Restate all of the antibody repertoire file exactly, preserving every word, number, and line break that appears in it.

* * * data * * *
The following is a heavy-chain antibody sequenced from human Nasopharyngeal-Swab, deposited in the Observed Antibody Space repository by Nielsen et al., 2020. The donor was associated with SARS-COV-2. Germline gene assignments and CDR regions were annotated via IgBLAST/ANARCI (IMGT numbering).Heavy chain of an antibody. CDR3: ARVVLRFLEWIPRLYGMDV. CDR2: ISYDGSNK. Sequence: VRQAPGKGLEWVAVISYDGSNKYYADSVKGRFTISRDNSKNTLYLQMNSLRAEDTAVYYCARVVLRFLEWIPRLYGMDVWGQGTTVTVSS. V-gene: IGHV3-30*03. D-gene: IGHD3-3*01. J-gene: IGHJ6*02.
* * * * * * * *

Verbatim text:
The following is a heavy-chain antibody sequenced from human Nasopharyngeal-Swab, deposited in the Observed Antibody Space repository by Nielsen et al., 2020. The donor was associated with SARS-COV-2. Germline gene assignments and CDR regions were annotated via IgBLAST/ANARCI (IMGT numbering).Heavy chain of an antibody. CDR3: ARVVLRFLEWIPRLYGMDV. CDR2: ISYDGSNK. Sequence: VRQAPGKGLEWVAVISYDGSNKYYADSVKGRFTISRDNSKNTLYLQMNSLRAEDTAVYYCARVVLRFLEWIPRLYGMDVWGQGTTVTVSS. V-gene: IGHV3-30*03. D-gene: IGHD3-3*01. J-gene: IGHJ6*02.